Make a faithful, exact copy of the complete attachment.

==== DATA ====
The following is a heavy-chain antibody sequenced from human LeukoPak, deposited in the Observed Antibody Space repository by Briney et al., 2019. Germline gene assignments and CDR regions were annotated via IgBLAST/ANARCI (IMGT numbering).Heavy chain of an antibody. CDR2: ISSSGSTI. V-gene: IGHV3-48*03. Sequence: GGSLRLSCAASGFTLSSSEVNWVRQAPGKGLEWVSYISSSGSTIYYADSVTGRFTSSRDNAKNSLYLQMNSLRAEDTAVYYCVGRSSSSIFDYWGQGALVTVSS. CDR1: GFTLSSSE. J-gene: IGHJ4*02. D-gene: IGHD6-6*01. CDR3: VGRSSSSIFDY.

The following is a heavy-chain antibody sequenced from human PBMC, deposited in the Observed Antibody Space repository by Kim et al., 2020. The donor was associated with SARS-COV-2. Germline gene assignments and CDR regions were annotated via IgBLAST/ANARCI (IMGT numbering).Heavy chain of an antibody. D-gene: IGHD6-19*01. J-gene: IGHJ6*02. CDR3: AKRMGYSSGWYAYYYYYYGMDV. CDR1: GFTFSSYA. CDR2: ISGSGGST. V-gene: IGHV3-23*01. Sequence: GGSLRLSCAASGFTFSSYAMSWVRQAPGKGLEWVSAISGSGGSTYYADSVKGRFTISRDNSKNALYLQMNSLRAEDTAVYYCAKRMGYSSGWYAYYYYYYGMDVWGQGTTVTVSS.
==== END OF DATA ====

The following is a heavy-chain antibody sequenced from human LeukoPak, deposited in the Observed Antibody Space repository by Briney et al., 2019. Germline gene assignments and CDR regions were annotated via IgBLAST/ANARCI (IMGT numbering).Heavy chain of an antibody. CDR2: ISSSGSTI. V-gene: IGHV3-48*03. Sequence: GGSLRLSCAASGFTLSSSEVNWVRQAPGKGLEWVSYISSSGSTIYYADSVTGRFTSSRDNAKNSLYLQMNSLRAEDTAVYYCVGRSSSSIFDYWGQGALVTVSS. CDR1: GFTLSSSE. J-gene: IGHJ4*02. D-gene: IGHD6-6*01. CDR3: VGRSSSSIFDY.

The following is a heavy-chain antibody sequenced from human PBMC, deposited in the Observed Antibody Space repository by Kim et al., 2020. The donor was associated with SARS-COV-2. Germline gene assignments and CDR regions were annotated via IgBLAST/ANARCI (IMGT numbering).Heavy chain of an antibody. D-gene: IGHD6-19*01. J-gene: IGHJ6*02. CDR3: AKRMGYSSGWYAYYYYYYGMDV. CDR1: GFTFSSYA. CDR2: ISGSGGST. V-gene: IGHV3-23*01. Sequence: GGSLRLSCAASGFTFSSYAMSWVRQAPGKGLEWVSAISGSGGSTYYADSVKGRFTISRDNSKNALYLQMNSLRAEDTAVYYCAKRMGYSSGWYAYYYYYYGMDVWGQGTTVTVSS.